Like many couples facing retirement, Sue Light and Boyd Ratchye were mulling different housing options for the years ahead.

"A lot of our friends were talking about moving to condos or apartments," Light said, "but we liked where we were."

That was their home of 26 years, a walkout rambler set on a small, tranquil lake in Mendota Heights. While their 1979 house felt outdated and they were tired of their cramped kitchen, they knew the setting — with lake views and nature all around them — would be hard to beat.

"We both like nature," said Ratchye. "We would live outdoors if we could."

Plus Light, a Master Gardener, wasn't ready to give up digging in the dirt.

"I couldn't imagine being in an apartment or condo and not having space to garden," she said.

Fortunately, their house was set on a big enough piece of land that they could build another house and still be on the lake.

To gather ideas, they attended the Homes by Architects Tour and found two houses they liked — both designed by Mark Larson, Rehkamp Larson Architects. So the couple contacted Larson and hired him to design a new house on the site adjacent to their existing house.

But Light and Ratchye realized that they still had reservations about moving at all.

"We really liked the view of the lake we had," said Light. Since they had painstakingly cleared the invasive buckthorn and replaced it with native plants, they didn't want to start over with landscaping.

"What we had was so special," Light said. "We wanted to change things so we could age in place here."

They wondered if they could they "re-imagine" their rambler to incorporate what they were seeking. Larson was confident they could — and do it within the existing footprint.

"They had all the square footage they needed, but in the wrong places," said Larson. "We had to think creatively about organizing it. In an existing footprint, it's all about geometry and finessing what's there."

Going through the design process for the new house that they decided not to build actually helped inform the redesign of their existing home, Larson noted.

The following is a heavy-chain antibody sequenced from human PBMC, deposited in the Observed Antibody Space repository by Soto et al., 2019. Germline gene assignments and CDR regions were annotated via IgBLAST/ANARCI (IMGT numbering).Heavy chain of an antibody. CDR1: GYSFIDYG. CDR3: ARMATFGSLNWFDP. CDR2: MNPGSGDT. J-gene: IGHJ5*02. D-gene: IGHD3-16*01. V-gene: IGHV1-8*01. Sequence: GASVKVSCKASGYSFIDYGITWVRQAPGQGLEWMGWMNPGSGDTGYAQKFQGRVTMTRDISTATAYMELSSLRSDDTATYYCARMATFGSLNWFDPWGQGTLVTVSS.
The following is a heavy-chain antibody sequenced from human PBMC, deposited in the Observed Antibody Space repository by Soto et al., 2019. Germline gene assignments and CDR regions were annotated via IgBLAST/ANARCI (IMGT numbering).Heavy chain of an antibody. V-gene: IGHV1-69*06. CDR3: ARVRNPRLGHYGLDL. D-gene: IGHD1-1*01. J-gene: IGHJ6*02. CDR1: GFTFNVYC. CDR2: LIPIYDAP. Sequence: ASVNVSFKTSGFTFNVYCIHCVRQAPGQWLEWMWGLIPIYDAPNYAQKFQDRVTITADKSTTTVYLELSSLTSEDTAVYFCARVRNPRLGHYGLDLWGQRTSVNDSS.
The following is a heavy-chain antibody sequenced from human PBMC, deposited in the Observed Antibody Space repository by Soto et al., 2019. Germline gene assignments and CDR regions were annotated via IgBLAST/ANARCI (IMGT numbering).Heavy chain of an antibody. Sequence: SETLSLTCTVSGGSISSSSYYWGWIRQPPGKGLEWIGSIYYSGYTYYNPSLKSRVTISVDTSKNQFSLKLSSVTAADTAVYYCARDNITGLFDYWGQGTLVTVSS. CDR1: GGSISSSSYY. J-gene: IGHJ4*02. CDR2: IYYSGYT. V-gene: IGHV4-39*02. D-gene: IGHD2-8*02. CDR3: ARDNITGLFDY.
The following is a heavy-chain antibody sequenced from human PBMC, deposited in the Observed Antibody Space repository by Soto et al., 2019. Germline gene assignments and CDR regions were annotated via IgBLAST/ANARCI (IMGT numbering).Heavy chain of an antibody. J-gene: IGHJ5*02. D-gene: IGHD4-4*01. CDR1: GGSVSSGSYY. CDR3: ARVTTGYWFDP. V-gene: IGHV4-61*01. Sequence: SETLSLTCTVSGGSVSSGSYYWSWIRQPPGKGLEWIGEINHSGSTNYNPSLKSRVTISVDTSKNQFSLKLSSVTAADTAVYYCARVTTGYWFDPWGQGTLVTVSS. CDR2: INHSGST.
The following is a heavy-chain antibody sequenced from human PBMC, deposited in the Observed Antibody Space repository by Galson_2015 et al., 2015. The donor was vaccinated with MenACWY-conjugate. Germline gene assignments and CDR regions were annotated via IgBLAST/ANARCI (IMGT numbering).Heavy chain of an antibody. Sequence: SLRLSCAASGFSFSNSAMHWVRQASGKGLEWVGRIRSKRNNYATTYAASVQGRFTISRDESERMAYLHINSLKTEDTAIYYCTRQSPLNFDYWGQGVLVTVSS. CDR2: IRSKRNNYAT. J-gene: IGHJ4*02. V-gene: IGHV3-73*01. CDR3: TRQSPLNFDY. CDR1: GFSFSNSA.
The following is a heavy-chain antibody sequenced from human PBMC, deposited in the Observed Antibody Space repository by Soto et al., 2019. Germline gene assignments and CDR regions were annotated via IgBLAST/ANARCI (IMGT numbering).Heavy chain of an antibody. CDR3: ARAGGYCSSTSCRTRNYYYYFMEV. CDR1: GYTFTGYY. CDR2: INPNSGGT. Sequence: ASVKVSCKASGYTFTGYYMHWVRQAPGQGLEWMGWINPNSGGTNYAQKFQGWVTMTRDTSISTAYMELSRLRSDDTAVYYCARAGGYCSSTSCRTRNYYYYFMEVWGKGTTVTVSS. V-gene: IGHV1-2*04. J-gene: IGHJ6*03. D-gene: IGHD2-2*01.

"Having designed a home from scratch, we realized what they were after and applied the same goals," he said.

The main floor — about 1,500 square feet — was reworked to create a modern open floor plan that made the most of natural light and lake views.

The design transformed their kitchen, which Ratchye described as "mazelike." It had a peninsula that was "in the way of everybody, and cabinets hanging from the ceiling," he said. "It didn't work. It was like it was designed by a kitchen sadist."

The revamped kitchen is in the same location but is nearly twice as large and open to the family room, thanks to removal of a wall. There's space for a large center island, and bigger, better views of the lake. Upper cabinets on the lake side of the kitchen were removed and replaced with windows and floating shelves.

"I was apprehensive about losing cabinets," said Light, "but the shelves are great."

The kitchen also incorporates aging-in-place features, such as pullout storage drawers that don't require kneeling. Widened doorways and integrated red oak flooring throughout the home also make it more livable long term.

"The floors were uneven before," said Light, with multiple materials, including Mexican tiles in the entry. "It was hard to imagine [using] a walker. Now everything is a smooth transition."

Larson and design associate Ryan Bicek creatively repurposed other existing spaces.

The original rambler had two living rooms, the smaller of which was rarely used, as well as a small dining room that wasn't adjacent to the kitchen. The smaller living room became the dining room, and the old dining room became a multifunctional study/guest room.